If you’re over the age of 25 you might feel like the odd-one-out if you’re thinking about going back to school. You shouldn’t, though. Nearly 40% of college students are considered adult learners, over the age of 25.
Going back to school as an adult has some major benefits. First and foremost you’re far more likely to know what degree to go after and what workload and pay to expect. Also the work experience you’ve already obtained can translate to credits. And last, adult learners with money management experience are less likely to abuse student loans.
Clearly, waiting to go to college until you’re a bit older isn’t a terrible idea. If you’re ready to advance your education here’s how to pay for college as an adult.
Choose the Right College
Once you know what degree you’re going after you’ll have to make the decision of where to pursue your education. Different schools and programs will come with different costs. It’s definitely worth comparing your options and opting for a lower cost school like a community college if that’s an option.
You can also check into online schools if you’re needing to work around an already busy schedule. Luckily, there are many options for busy adults with work and families to tend to.
Apply for Scholarships and Grants
Scholarships are not just for high school students. There are thousands of scholarships specifically for adult learners and you should looks into them. Here’s where to look for scholarships.
Aside from scholarships there are grants. Grants are most commonly awarded by the government and are money you can use for college that you don’t need to pay back.
Don’t make the assumption that you won’t qualify without first checking. You can see if you qualify for grants by filling out the FAFSA online or meeting with your school’s financial aid office.
Here are some of the most awarded grants for going back to school:
Federal Pell Grant – This is the most popular type of grant awarded by the federal government. The maximum payout is $5,815 for the 2016-2017 school year. The amount you’re awarded relies upon your financial need, the cost of your schooling and whether you’re a part-time or full-time student.
FSEOG – Awarded to students of financial need who qualified for the Pell Grant and haven’t obtained a bachelors. You can receive $100-$4,000 per year through this grant.
TEACH Grant – This grant is for students who plan on becoming teachers and are willing to sign a contract to work in high-need areas for a specified period of time. You can receive up to $4,000 per year through this grant.
There are also a number of state based grants (check for them here) including:
- Financial Needs Based
- Merits Based
- High Need Fields of Study
- Students with Disabilities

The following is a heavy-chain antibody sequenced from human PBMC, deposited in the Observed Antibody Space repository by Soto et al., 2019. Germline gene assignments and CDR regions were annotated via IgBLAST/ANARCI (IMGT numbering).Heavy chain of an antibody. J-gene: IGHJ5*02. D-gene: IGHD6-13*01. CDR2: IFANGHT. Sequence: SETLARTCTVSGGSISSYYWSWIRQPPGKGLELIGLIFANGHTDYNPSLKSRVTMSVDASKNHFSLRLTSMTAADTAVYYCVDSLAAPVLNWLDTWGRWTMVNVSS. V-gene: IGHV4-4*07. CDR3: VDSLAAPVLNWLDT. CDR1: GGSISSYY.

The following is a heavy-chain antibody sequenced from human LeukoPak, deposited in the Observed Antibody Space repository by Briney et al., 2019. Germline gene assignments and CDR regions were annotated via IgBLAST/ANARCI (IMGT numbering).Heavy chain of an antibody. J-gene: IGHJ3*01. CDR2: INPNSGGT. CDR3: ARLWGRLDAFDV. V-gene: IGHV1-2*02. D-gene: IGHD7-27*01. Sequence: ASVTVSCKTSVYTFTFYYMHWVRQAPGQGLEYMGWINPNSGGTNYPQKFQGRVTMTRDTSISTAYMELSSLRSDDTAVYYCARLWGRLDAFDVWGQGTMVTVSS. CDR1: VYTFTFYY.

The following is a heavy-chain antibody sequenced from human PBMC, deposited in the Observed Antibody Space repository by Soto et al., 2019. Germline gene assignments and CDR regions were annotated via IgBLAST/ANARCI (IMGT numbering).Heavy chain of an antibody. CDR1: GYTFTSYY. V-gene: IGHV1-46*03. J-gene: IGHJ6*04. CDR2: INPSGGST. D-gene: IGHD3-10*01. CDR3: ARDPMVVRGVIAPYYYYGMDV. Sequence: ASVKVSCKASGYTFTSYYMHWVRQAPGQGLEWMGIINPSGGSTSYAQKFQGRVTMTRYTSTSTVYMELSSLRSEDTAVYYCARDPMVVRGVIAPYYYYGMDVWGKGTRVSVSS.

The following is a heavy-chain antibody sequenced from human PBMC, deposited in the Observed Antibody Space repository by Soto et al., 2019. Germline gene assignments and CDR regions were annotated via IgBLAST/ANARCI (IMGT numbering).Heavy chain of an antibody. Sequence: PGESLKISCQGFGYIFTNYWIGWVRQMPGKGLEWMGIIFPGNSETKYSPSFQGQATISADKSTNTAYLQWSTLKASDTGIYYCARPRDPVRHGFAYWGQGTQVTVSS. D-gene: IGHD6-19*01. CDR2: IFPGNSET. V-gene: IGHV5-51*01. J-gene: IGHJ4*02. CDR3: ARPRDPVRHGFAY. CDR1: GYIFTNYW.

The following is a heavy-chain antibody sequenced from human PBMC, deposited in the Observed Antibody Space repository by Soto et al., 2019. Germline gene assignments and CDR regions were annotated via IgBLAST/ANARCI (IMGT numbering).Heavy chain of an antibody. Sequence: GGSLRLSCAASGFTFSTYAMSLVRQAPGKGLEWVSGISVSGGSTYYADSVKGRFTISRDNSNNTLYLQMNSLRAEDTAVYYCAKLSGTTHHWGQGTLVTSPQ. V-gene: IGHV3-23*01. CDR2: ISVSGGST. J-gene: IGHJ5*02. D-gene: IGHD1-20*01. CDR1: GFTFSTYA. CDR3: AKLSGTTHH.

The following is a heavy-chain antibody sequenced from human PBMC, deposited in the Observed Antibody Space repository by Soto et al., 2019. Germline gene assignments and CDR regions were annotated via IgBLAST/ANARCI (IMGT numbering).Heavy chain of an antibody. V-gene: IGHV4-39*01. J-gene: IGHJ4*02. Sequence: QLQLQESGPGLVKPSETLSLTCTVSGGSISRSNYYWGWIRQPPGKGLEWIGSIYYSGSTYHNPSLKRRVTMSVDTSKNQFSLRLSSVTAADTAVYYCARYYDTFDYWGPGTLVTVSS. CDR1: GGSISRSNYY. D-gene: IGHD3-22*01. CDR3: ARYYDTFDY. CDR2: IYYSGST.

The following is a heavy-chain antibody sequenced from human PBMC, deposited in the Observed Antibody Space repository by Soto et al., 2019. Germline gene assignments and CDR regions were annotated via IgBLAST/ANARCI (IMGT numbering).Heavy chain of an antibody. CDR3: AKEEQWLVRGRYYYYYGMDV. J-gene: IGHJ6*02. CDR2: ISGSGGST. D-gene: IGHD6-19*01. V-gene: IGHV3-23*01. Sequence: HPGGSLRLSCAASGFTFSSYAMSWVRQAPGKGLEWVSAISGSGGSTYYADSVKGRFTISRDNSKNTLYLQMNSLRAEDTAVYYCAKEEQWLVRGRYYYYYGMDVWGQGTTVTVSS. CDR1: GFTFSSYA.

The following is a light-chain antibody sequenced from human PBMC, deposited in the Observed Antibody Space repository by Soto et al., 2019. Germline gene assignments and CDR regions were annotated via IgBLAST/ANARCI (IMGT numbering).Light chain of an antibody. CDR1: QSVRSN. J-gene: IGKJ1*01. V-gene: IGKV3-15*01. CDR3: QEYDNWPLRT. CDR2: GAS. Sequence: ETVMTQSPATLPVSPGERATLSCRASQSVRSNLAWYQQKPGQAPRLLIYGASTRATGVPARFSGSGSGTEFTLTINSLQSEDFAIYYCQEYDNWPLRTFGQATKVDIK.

Exchange Work Experience for College Credits
Since the average college-aged student is an adult many colleges have started allowing adult learners to ‘cash-in’ their work like experience in exchange for college credits. While there will be a cap on the amount of credits you can get you should most definitely see if there are ways for you to cash in on your current knowledge.
GetEducated.com has an in-depth article with five different ways to turn your experience into credits.
Take Advantage of a 529 Plan
A 529 plan is a savings or investment account specifically meant for college savings. As an adult you can open a 529 for yourself.
One of the biggest reasons to open a 529 is to benefit from the tax breaks. A 529 works much like a Roth IRA. Your 529 earnings won’t be subject to federal income taxes. In addition many states (34) offer additional tax breaks.
Each state will set its own limits for how much can be stashed away in a 529 plan each year. Also, if you have family members who want to help you pay for your education they can contribute up to $14,000 per year while avoiding gift-tax consequences.
Check for Employer Benefits
I recently spoke to Kari Singleton, a 48 year old respiratory therapist, who went back to school to obtain her bachelor’s degree. When asked what made her take the leap and go back to school one of the biggest motivators was that her employer paid for the bulk of her continuing education expenses.
This is a common scenario for many professionals wishing to further their education.
If you’re employed and the degree you’re wanting to obtain will advance your career or benefit your employer you should check and see if your employer will cover some of the cost of education.
Before taking on any type of college debt check and see if your employer offers tuition assistance.
Utilize Student Loans
Once you’ve looked into all of the alternative ways to pay for college you may be left with a bill that needs taken care of. In this event you can utilize student loans.
Student loans are not evil. The problem many students have with loans is they overused them to pay for a degree that doesn’t provide a high enough income to pay the debt back in a timely manner. You can avoid this.
If you use debt in a smart way, to invest in yourself and your education, then utilizing a student loan can be a good option. Just be sure to only take out what you need to cover the cost of your education.
If you’re an adult who has went back to school what was the primary way you paid for schooling?
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